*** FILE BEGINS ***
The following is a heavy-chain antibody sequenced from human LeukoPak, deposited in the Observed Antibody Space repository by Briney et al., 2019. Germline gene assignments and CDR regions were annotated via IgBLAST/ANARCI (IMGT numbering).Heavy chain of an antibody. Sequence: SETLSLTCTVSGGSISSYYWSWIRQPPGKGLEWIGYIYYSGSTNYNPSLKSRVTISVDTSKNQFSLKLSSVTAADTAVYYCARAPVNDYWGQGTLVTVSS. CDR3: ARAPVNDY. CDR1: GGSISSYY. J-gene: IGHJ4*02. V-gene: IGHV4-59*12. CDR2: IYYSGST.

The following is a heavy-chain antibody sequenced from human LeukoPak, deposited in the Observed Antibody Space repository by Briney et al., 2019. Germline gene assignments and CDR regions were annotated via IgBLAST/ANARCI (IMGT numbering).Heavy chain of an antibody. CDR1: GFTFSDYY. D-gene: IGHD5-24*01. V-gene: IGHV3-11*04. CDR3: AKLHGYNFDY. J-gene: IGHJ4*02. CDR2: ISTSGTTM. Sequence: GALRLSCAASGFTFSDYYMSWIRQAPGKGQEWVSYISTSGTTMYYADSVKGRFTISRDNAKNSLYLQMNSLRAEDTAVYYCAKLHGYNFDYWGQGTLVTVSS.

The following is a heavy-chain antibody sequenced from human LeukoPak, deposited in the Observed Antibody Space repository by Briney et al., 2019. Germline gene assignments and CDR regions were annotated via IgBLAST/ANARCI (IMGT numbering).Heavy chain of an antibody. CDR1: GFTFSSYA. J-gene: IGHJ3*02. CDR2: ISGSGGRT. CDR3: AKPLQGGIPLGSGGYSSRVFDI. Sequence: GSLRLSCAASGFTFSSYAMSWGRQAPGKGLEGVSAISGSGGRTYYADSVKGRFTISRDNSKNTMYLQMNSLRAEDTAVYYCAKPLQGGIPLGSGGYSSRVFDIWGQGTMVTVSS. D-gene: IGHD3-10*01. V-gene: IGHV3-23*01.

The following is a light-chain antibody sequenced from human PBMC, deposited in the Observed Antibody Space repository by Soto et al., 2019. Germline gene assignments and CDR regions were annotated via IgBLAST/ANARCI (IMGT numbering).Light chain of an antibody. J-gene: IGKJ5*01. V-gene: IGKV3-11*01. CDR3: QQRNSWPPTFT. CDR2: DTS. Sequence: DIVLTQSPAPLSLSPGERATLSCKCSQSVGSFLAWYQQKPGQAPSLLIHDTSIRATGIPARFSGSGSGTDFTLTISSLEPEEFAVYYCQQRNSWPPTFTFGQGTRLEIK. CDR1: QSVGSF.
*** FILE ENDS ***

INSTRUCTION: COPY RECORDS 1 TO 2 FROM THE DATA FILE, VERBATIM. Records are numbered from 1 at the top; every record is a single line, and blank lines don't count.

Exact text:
The following is a heavy-chain antibody sequenced from human LeukoPak, deposited in the Observed Antibody Space repository by Briney et al., 2019. Germline gene assignments and CDR regions were annotated via IgBLAST/ANARCI (IMGT numbering).Heavy chain of an antibody. Sequence: SETLSLTCTVSGGSISSYYWSWIRQPPGKGLEWIGYIYYSGSTNYNPSLKSRVTISVDTSKNQFSLKLSSVTAADTAVYYCARAPVNDYWGQGTLVTVSS. CDR3: ARAPVNDY. CDR1: GGSISSYY. J-gene: IGHJ4*02. V-gene: IGHV4-59*12. CDR2: IYYSGST.

The following is a heavy-chain antibody sequenced from human LeukoPak, deposited in the Observed Antibody Space repository by Briney et al., 2019. Germline gene assignments and CDR regions were annotated via IgBLAST/ANARCI (IMGT numbering).Heavy chain of an antibody. CDR1: GFTFSDYY. D-gene: IGHD5-24*01. V-gene: IGHV3-11*04. CDR3: AKLHGYNFDY. J-gene: IGHJ4*02. CDR2: ISTSGTTM. Sequence: GALRLSCAASGFTFSDYYMSWIRQAPGKGQEWVSYISTSGTTMYYADSVKGRFTISRDNAKNSLYLQMNSLRAEDTAVYYCAKLHGYNFDYWGQGTLVTVSS.